Nooria Mehraby cannot find the words to describe the depths of sadness she felt watching the Taliban take over the home she fled almost 30 years ago this week.
The Sydney-based mental health clinician told SBS News she has barely slept and is still in shock.
Her pride is hurt and she feels exhausted. After all, she says, it has been four decades of war for the people of Afghanistan.
“When I see now Afghanistan, I say to myself 'there is nothing left to lose.' It is devastating. It is really painful.”
“When we see pictures on TV now, it is an attack to our identity, to our dignity, to our pride. Especially taking down the Afghan flag is so intrusive and painful for many Afghans.”
The Afghan Australian community is made up of many different ethnic groups, but they are united in their collective distress as they watch what is unfolding in their homeland, collectively holding their breath for what approach the new leaders will take.
Australian torture and trauma counsellors say levels of extreme anxiety amongst the community have more than doubled since US troops began withdrawing from Afghanistan in May.
And there are now fears the Taliban takeover has only worsened the impacts of post-traumatic stress disorder and survivor guilt for some.
“What we have seen is a doubling of suicidal ideation from three per cent to six per cent, a doubling of people with severe anxiety, from close to 30 per cent to close to 70 per cent, and that is something that we haven't seen before,” STARTTS CEO and clinical psychologist Jorge Aroche said.
STARTTS is the NSW Service for the Treatment and Rehabilitation of Torture and Trauma Survivors and works with refugee families. This week it held a crisis meeting with Afghan community leaders to work out how best to support the community.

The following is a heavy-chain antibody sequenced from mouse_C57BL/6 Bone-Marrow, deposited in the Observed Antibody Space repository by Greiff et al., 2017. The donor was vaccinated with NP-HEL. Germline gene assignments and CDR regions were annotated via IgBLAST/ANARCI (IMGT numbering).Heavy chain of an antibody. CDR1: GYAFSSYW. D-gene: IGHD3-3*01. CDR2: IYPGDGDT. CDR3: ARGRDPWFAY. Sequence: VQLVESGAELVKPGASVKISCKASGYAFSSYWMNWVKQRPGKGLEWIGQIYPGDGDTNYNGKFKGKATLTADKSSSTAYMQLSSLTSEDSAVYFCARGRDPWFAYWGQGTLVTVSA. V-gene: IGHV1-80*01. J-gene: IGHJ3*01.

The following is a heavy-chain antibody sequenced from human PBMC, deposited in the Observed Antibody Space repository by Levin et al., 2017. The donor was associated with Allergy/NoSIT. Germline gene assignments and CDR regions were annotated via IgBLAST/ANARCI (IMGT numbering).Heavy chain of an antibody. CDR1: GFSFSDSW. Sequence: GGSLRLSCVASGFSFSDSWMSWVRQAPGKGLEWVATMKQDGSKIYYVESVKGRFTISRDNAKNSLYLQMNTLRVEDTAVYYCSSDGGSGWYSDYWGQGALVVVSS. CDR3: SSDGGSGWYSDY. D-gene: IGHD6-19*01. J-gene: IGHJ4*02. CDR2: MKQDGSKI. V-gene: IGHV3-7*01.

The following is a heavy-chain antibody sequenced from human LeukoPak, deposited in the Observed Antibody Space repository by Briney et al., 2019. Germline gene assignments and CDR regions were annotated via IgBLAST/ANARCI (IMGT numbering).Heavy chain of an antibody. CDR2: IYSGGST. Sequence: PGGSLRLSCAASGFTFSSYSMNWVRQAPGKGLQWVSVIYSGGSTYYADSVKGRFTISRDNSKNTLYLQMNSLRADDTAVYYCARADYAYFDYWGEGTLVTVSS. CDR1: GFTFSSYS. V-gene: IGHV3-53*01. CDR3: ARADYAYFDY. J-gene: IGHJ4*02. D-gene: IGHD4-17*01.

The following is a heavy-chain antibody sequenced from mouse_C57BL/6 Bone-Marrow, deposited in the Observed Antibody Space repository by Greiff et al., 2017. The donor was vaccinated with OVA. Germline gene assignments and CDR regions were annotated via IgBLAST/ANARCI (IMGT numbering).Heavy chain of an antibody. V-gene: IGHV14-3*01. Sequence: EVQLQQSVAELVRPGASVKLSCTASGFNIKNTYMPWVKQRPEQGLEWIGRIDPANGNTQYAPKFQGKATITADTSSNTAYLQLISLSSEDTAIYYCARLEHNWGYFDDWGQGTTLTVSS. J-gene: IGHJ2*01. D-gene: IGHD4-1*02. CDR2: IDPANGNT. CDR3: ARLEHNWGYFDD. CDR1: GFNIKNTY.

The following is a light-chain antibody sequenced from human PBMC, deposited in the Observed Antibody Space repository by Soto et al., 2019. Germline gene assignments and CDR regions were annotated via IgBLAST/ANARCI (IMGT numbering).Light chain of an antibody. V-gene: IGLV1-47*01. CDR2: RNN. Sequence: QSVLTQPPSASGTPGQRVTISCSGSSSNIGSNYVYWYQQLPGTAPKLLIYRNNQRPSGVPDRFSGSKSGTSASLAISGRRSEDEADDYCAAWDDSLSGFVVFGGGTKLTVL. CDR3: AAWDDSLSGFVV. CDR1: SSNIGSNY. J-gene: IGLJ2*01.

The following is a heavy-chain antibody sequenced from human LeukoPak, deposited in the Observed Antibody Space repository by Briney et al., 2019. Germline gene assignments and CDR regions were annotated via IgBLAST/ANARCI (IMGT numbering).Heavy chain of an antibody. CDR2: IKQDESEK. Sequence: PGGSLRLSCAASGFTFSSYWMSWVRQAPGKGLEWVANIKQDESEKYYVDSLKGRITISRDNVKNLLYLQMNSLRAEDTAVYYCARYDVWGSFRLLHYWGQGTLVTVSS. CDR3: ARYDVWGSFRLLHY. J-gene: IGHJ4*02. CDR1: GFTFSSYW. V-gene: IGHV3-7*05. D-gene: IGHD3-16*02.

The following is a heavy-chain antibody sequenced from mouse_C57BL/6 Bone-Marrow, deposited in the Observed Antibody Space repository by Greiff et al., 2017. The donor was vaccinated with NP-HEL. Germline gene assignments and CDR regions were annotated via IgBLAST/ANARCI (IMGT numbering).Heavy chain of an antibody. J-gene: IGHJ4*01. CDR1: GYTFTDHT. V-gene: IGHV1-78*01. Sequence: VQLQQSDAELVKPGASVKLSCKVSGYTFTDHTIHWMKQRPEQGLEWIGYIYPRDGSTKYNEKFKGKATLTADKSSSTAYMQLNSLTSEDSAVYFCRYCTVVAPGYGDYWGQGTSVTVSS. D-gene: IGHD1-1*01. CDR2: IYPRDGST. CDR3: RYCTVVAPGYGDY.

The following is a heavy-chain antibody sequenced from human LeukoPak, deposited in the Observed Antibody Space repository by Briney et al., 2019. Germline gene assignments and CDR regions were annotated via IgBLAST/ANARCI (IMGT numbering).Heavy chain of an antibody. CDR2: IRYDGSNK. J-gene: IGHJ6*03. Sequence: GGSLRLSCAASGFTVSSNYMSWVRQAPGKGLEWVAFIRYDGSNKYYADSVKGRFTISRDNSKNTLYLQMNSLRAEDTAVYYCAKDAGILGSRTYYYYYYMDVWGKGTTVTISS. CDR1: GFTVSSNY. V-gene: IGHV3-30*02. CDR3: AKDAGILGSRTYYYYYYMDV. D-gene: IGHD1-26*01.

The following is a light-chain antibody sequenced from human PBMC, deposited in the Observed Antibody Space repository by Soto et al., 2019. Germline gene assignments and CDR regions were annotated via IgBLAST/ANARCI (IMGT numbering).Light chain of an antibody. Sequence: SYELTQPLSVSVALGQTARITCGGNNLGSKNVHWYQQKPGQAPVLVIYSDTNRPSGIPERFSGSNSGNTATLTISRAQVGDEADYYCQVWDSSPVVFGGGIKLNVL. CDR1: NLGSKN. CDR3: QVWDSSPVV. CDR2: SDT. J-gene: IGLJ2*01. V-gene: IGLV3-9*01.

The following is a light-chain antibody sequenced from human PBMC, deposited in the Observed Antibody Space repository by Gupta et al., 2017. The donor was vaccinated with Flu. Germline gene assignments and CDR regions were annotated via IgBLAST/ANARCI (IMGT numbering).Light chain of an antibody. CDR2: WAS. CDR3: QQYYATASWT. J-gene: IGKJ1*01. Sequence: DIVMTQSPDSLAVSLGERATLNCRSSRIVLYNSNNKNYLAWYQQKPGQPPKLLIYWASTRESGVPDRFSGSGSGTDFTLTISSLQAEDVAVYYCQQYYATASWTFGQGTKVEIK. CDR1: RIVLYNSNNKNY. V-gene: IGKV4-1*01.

We have seen a doubling of suicidal ideation. - Jorge Aroche, STARTTS
While it is normal to feel grief and loss at such a time, psychologists are worried about the impact it has while large swaths of the community are in lockdown.
“There is a lot of triggers at the moment, of course seeing the situation in the news, but also living in a context that in many ways resembles a situation they have gone through, is a constant reminder,” Mr Aroche said.
“[Lockdown] also means people have less access to the things that make them resilient … and all of these things are coming together and really creating a perfect storm from a mental health point of view.”
Concern for the next generation
Dr Mehraby lives in north-western Sydney on the fringe of the city’s COVID-19 hotspots.
She trained as a medical doctor before coming to Australia as a refugee and acutely understands the need for stay-at-home orders and social distancing, but said the impact of the pandemic means the traditional ways to support one another are no longer available.
“If it was normal circumstances, people would have gathered, they would have prayed together, they would have shared food, they would have cried together, they would have talked together, but in these circumstances, it is not possible,” she said.
Her worry now is for the children of refugee families who cannot even escape to school.
Schools have been closed for almost two months in Sydney, as the city battles the highly infectious Delta strain of COVID-19. Source: AAP
“School could have been a safe, escape zone for children because they could have been distracted, but they are at home with parents that are distressed and they are grieving,” she said.
“The schools need to be aware of this … teaching home-schooling is difficult for anyone, but if someone is a refugee and if someone is at that level of distress, it is a really, really a big challenge for them.”
Dr Mehraby said the best way to support the Afghan Australian community at the moment, is to acknowledge their pain and validate it.
“We need to reach out at least to acknowledge because most Afghans feel like their pain has not been acknowledged,” she said.
“It is over four decades of war and misery in Afghanistan and Afghans are lost and exhausted. To be honest, they just want peace.”
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